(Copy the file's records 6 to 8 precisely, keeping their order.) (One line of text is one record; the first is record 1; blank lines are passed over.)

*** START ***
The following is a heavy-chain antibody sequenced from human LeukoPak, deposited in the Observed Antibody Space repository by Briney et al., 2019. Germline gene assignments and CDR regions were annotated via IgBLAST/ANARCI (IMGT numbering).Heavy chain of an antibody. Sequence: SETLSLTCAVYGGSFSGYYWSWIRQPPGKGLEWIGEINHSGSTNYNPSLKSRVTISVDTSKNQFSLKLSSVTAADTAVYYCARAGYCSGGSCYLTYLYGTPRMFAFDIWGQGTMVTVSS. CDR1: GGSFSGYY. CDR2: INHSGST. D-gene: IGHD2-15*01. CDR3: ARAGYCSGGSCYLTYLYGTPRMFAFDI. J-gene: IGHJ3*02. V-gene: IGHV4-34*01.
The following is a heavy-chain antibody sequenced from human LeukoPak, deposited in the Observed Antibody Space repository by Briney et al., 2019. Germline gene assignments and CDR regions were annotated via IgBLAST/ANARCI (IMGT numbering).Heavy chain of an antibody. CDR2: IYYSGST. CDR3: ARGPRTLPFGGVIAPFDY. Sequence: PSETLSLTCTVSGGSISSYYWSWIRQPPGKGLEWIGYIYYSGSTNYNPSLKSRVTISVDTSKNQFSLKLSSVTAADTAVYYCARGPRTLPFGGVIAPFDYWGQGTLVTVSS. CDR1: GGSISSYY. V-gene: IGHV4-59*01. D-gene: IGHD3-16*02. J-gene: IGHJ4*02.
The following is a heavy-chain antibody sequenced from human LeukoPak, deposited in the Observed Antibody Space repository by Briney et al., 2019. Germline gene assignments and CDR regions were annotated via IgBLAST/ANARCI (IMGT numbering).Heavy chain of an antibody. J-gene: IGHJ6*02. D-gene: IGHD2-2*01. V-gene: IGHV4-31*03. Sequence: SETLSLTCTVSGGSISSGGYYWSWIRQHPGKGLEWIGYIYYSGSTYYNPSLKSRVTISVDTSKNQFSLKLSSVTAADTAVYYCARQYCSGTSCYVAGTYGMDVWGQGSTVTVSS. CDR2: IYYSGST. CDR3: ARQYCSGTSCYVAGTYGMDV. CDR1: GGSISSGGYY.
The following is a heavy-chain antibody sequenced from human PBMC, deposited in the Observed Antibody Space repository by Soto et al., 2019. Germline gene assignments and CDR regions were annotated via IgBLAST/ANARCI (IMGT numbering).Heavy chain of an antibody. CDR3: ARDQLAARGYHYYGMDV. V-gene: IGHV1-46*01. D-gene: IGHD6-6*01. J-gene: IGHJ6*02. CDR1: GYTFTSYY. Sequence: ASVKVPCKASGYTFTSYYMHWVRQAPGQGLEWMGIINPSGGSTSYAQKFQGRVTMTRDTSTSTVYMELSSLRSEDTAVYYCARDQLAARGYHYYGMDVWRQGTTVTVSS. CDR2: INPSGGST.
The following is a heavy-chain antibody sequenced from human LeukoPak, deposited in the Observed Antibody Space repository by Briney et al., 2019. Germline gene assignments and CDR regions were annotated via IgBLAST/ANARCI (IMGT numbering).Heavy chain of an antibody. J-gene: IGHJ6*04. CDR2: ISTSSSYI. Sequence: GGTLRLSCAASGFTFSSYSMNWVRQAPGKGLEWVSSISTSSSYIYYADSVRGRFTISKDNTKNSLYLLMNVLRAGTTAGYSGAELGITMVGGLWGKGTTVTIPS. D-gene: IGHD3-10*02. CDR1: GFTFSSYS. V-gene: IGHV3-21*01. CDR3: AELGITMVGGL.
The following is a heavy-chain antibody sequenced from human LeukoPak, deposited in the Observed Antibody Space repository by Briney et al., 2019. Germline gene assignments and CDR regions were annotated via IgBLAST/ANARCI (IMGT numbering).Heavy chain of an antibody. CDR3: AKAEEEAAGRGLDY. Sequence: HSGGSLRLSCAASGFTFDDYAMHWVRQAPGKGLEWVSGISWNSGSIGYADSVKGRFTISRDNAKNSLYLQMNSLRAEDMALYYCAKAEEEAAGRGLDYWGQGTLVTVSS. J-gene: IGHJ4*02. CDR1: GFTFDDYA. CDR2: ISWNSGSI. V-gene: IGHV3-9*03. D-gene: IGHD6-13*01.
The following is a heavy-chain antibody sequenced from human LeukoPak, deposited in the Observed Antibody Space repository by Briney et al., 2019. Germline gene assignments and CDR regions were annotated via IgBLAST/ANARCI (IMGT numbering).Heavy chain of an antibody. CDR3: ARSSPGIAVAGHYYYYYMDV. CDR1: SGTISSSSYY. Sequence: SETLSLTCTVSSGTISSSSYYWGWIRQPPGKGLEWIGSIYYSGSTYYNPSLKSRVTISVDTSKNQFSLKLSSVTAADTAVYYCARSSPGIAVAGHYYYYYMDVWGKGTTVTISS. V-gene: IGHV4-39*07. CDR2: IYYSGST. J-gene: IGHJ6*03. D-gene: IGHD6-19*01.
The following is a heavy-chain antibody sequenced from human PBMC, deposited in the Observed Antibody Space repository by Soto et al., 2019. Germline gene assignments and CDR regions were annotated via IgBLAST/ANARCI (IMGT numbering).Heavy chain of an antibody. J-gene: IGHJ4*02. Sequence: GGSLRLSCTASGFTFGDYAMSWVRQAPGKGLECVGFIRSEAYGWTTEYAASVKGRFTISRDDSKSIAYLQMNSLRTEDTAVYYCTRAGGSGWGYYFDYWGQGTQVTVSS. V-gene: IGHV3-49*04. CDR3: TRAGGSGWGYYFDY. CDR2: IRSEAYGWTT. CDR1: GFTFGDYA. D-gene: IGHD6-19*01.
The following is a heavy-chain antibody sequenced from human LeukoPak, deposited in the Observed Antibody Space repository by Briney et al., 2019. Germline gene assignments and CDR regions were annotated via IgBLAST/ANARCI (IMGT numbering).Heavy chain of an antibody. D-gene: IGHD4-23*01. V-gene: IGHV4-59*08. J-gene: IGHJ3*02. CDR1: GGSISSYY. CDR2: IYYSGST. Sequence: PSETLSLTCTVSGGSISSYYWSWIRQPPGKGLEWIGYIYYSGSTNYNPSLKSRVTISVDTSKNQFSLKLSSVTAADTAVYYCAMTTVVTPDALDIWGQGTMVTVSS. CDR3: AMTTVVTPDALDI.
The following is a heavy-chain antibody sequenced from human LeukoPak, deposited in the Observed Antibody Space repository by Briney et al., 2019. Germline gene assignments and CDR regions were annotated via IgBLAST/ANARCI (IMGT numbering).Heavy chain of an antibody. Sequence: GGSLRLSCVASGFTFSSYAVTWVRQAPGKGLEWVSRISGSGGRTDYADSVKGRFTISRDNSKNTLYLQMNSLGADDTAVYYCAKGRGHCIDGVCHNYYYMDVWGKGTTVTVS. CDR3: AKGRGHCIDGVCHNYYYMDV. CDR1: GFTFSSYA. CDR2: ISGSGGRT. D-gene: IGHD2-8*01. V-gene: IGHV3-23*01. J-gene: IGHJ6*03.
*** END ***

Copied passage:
The following is a heavy-chain antibody sequenced from human LeukoPak, deposited in the Observed Antibody Space repository by Briney et al., 2019. Germline gene assignments and CDR regions were annotated via IgBLAST/ANARCI (IMGT numbering).Heavy chain of an antibody. CDR3: AKAEEEAAGRGLDY. Sequence: HSGGSLRLSCAASGFTFDDYAMHWVRQAPGKGLEWVSGISWNSGSIGYADSVKGRFTISRDNAKNSLYLQMNSLRAEDMALYYCAKAEEEAAGRGLDYWGQGTLVTVSS. J-gene: IGHJ4*02. CDR1: GFTFDDYA. CDR2: ISWNSGSI. V-gene: IGHV3-9*03. D-gene: IGHD6-13*01.
The following is a heavy-chain antibody sequenced from human LeukoPak, deposited in the Observed Antibody Space repository by Briney et al., 2019. Germline gene assignments and CDR regions were annotated via IgBLAST/ANARCI (IMGT numbering).Heavy chain of an antibody. CDR3: ARSSPGIAVAGHYYYYYMDV. CDR1: SGTISSSSYY. Sequence: SETLSLTCTVSSGTISSSSYYWGWIRQPPGKGLEWIGSIYYSGSTYYNPSLKSRVTISVDTSKNQFSLKLSSVTAADTAVYYCARSSPGIAVAGHYYYYYMDVWGKGTTVTISS. V-gene: IGHV4-39*07. CDR2: IYYSGST. J-gene: IGHJ6*03. D-gene: IGHD6-19*01.
The following is a heavy-chain antibody sequenced from human PBMC, deposited in the Observed Antibody Space repository by Soto et al., 2019. Germline gene assignments and CDR regions were annotated via IgBLAST/ANARCI (IMGT numbering).Heavy chain of an antibody. J-gene: IGHJ4*02. Sequence: GGSLRLSCTASGFTFGDYAMSWVRQAPGKGLECVGFIRSEAYGWTTEYAASVKGRFTISRDDSKSIAYLQMNSLRTEDTAVYYCTRAGGSGWGYYFDYWGQGTQVTVSS. V-gene: IGHV3-49*04. CDR3: TRAGGSGWGYYFDY. CDR2: IRSEAYGWTT. CDR1: GFTFGDYA. D-gene: IGHD6-19*01.